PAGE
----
Sally Bagshaw. Photo courtesy of Reelect Sally Bagshaw/Facebook
Sally Bagshaw. Photo courtesy of Reelect Sally Bagshaw/Facebook
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Sally Bagshaw will serve four more years on the Seattle City Council, after voters in Queen Anne, Magnolia, Belltown and Downtown overwhelmingly supported the previously citywide incumbent to represent District 7 in the new district system.  

In what ended up as the most lopsided City Council race of the nine on the ballot, Bagshaw garnered 81 percent of the vote to challenger Deborah Zech Artis’ 18 percent. 

That margin is actually larger than the primary tally, which Bagshaw also won easily with 76 percent of ballots cast.  

For Bagshaw, who joined the council in 2010, the switch to the district system is an exciting one and brings with it an opportunity to focus more directly on smaller subset of the city. 

With the previous citywide position, “I had to stretch my time to be up in Northeast Seattle and Southwest Seattle — just really a lot more people — and focusing on District 7 is very exciting because they’re friends and neighbors,” she said. 

That’s not to say that District 7 isn’t wide-ranging in its constituency.  

“There’s single-family neighborhoods, there’s people living in high rises, there are people living in poverty,” Bagshaw said, “and we need to recognize that we’re a neighborhood, a big neighborhood, that can reach out and spread its arms around everybody.” 

 

Making an impact

In her next term, Bagshaw said some of the biggest concerns facing her constituents are regarding traffic congestion and, in turn, expanding transit to give people alternative commuting methods. To that end, she said she was thrilled with the passage of the nine-year, $930 million Move Seattle levy. 

“I know that a lot of people, particularly in Magnolia, did not vote for it,” Bagshaw said. “That said, 58 percent of the people in the city did. They recognized the need for more investment in our infrastructure, and I’m a big supporter of that.”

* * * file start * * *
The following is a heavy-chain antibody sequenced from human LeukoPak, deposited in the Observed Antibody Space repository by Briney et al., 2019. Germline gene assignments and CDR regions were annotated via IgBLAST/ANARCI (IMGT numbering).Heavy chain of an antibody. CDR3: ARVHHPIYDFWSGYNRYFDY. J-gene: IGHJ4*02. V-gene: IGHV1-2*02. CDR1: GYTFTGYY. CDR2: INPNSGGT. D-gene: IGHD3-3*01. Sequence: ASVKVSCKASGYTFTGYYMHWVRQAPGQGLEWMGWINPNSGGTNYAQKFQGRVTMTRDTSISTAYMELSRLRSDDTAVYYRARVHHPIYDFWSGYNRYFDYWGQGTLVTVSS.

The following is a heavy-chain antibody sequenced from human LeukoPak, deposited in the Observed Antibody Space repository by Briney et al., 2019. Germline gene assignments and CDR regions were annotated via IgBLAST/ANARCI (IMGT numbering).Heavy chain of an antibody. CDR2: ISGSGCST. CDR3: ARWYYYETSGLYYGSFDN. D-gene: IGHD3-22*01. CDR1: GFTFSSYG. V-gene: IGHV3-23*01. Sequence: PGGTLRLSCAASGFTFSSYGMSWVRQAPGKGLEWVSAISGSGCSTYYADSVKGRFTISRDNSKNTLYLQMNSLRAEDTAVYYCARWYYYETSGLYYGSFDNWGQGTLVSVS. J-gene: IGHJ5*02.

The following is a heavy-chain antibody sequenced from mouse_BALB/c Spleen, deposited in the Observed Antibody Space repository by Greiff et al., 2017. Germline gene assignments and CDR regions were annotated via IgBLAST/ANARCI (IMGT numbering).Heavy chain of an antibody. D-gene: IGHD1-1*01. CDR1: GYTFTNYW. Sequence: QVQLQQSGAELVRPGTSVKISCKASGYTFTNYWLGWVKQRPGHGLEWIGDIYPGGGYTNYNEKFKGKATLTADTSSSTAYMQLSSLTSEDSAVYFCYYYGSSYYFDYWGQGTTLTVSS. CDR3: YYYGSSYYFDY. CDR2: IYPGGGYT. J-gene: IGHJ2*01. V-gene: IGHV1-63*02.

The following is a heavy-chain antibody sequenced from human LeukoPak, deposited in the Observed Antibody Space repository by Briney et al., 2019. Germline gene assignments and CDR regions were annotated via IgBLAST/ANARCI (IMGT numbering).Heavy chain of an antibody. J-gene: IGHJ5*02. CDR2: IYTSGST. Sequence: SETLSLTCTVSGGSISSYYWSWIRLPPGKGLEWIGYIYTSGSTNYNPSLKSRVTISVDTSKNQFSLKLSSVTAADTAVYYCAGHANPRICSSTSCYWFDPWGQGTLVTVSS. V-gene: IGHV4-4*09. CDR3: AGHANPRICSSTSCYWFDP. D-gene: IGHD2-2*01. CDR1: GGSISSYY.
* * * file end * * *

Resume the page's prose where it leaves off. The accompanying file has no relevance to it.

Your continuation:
Bagshaw also wants to be available to citizens in ways she wasn’t before and finding places where people want to meet. 

“What I think is going to be more valuable is to be alert to projects that people are concerned about and asking them when they would like to really focus on a particular project,” she said. 

Meanwhile, Zech Artis said she simply started too late in the game. 

However, she said her showing came without knocking on a single door or having any volunteers. Next time she runs for office, she said, she’ll announce much earlier and have a mailing list, volunteers, endorsements and a strong social media presence before she starts campaigning. 

“I know that my efforts made an impact,” Zech Artis wrote in an email. “I now need to capitalize on those efforts.”

Zech Artis said she also plans to keep a close watch of Bagshaw’s voting record “and have responses to counter her accomplishments with her failures to act or her moves to support the developers.” 

According to the Seattle Ethics and Elections Commission, the race was the least expensive of the nine City Council contests, with contributions totaling approximately $125,000 — of which Bagshaw received about $119,000. Zech Artis’ contributions were listed at $279. 

Bagshaw, who now becomes one of the longest-serving councilmembers, behind only Bruce Harrell and Tim Burgess — who were both elected two years earlier — said she’ll serve as a mentor to the crop of new council members to the extent they want that guidance. 

“I’ve got some specific things I want to accomplish, and I will be going door-to-door asking for their support, and I hope they will do that with me,” she said. 

 

Low voter turnout

For the city’s two at-large positions, Lorena Gonzalez and Burgess defeated Bill Bradburd and Jon Grant, respectively. Gonzalez carried 78 percent of the vote in her race, while Burgess also led comfortably with approximately 55 percent of the tally. 

A total of about 27,000 ballots were returned within the district, out of 62,583 registered voters. That 42.5-percent voter turnout was the second lowest of the seven districts, ahead of only the 40-percent turnout in District 2. 

Citywide, approximately 46 percent of registered voters returned their ballots. 

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